The arcade table-tennis game was a sensation, drawing in consumers eager to play and companies that started to produce their own knock-off versions. Likewise, it was Atari that sold a home console version of Pong in 1975, and eventually its own Atari 2600 home console in 1977, which would become the first console to sell more than a million units.

In short order, the arcade market began to plateau. After dwindling due to a glut of Pong clones, the release of Space Invaders in 1978 reinvigorated the market.

Arcade machines started to be installed everywhere, and new franchises like Pac-Man and Donkey Kong drove further growth. By 1982, arcades were already generating more money than both the pop music industry and the box office.

1985–2000: The Tech Advancement Race

Unfortunately, the gaming industry grew too quickly to maintain.

Eager to capitalize on a growing home console market, Atari licensed extremely high budget ports of Pac-Man and a game adaptation of E.T. the Extra Terrestrial. They were rushed to market, released in poor quality, and cost the company millions in returns and more in brand damage.

As other companies also looked to capitalize on the market, many other poor attempts at games and consoles caused a downturn across the industry. At the same time, personal computers were becoming the new flavor of gaming, especially with the release of the Commodore 64 in 1982.

It was a sign of what was to define this era of gaming history: a technological race. In the coming years, Nintendo would release the Nintendo Entertainment System (NES) home console in 1985 (released in Japan as the Famicom), prioritizing high quality games and consistent marketing to recapture the wary market.

On the backs of games like Duck Hunt, Excitebike, and the introduction of Mario in Super Mario Bros, the massive success of the NES revived the console market.

Estimated Total Console Sales by Manufacturer (1970-2020)

ManufacturerHome Console salesHandheld Console SalesTotal Sales
Nintendo318 M430 M754 M
Sony445 M90 M535 M
Microsoft149 M-149 M
Sega64-67 M14 M81 M
Atari31 M1 M32 M
Hudson Soft/NEC10 M-10 M
Bandai-3.5 M3.5 M

Source: Wikipedia

Nintendo looked to continue its dominance in the field, with the release of the Game Boy handheld and the Super Nintendo Entertainment System. At the same time, other competitors stepped in to beat them at their own game.

In 1988, arcade company Sega entered the fray with the Sega Mega Drive console (released as the Genesis in North America) and then later the Game Gear handheld, putting its marketing emphasis on processing power.

Electronics maker Sony released the PlayStation in 1994, which used CD-ROMs instead of cartridges to enhance storage capacity for individual games. It became the first console in history to sell more than 100 million units, and the focus on software formats would carry on with the PlayStation 2 (DVDs) and PlayStation 3 (Blu-rays).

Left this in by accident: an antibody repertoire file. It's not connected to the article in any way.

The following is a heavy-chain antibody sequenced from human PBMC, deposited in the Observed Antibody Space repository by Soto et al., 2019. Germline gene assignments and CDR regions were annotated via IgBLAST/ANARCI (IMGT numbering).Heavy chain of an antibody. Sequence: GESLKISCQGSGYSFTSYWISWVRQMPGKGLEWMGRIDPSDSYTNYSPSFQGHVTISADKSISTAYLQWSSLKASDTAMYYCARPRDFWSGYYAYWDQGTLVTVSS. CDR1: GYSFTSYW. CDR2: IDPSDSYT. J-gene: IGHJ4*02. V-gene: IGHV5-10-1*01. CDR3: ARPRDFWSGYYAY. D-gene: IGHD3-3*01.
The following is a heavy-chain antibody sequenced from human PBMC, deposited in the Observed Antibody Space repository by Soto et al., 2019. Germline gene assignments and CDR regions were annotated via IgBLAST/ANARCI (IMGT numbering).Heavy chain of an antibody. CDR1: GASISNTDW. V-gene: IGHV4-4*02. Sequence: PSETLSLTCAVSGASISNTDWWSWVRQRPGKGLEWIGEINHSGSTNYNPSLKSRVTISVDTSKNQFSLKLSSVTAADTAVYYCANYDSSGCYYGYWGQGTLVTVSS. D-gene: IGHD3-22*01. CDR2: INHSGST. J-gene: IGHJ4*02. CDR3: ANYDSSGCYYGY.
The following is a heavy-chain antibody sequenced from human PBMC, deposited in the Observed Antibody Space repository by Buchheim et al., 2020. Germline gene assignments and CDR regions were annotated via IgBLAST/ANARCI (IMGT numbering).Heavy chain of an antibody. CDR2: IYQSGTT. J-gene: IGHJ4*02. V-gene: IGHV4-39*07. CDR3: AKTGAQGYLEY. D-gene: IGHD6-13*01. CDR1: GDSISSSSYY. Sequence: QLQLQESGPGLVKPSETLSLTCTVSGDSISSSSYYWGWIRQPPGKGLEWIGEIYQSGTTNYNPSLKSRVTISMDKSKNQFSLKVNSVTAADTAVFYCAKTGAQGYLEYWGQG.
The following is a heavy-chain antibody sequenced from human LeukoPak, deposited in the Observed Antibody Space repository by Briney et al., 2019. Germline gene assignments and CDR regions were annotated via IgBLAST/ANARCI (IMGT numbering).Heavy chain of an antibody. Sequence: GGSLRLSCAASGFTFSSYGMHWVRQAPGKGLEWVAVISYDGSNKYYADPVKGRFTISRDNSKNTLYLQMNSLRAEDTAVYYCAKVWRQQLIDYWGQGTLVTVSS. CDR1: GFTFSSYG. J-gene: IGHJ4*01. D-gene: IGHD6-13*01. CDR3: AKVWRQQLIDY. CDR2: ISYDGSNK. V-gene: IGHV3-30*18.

Even Microsoft recognized the importance of gaming on PCs and developed the DirectX API to assist in game programming. That “X” branding would make its way to the company’s entry into the console market, the Xbox.

2001–Present: The Online Boom

It was the rise of the internet and mobile, however, that grew the gaming industry from tens of billions to hundreds of billions in revenue.

A primer was the viability of subscription and freemium services. In 2001, Microsoft launched the Xbox Live online gaming platform for a monthly subscription fee, giving players access to multiplayer matchmaking and voice chat services, quickly becoming a must-have for consumers.

Meanwhile on PCs, Blizzard was tapping into the Massive Multiplayer Online (MMO) subscription market with the 2004 release of World of Warcraft, which saw a peak of more than 14 million monthly paying subscribers.

All the while, companies saw a future in mobile gaming that they were struggling to tap into. Nintendo continued to hold onto the handheld market with updated Game Boy consoles, and Nokia and BlackBerry tried their hands at integrating game apps into their phones.

But it was Apple’s iPhone that solidified the transition of gaming to a mobile platform. The company’s release of the App Store for its smartphones (followed closely by Google’s own store for Android devices) paved the way for app developers to create free, paid, and pay-per-feature games catered to a mass market.

Now, everyone has their eyes on that growing $85 billion mobile slice of the gaming market, and game companies are starting to heavily consolidate.

Major Gaming Acquisitions Since 2014

DateAcquirerTarget and SectorDeal Value (US$)
Apr. 2014FacebookOculus - VR$3 Billion
Aug. 2014AmazonTwitch - Streaming$970 Million
Nov. 2014MicrosoftMojang - Games$2.5 Billion
Feb. 2016Activision BlizzardKing - Games$5.9 Billion
Jun. 2016TencentSupercell - Games$8.6 Billion
Feb. 2020Embracer GroupSaber Interactive - Games$525 Million
Sep. 2020MicrosoftZeniMax Media - Games$7.5 Billion
Nov. 2020Take-Two InteractiveCodemasters - Games$994 Million

Console makers like Microsoft and Sony are launching cloud-based subscription services even while they continue to develop new consoles. Meanwhile, Amazon and Google are launching their own services that work on multiple devices, mobile included.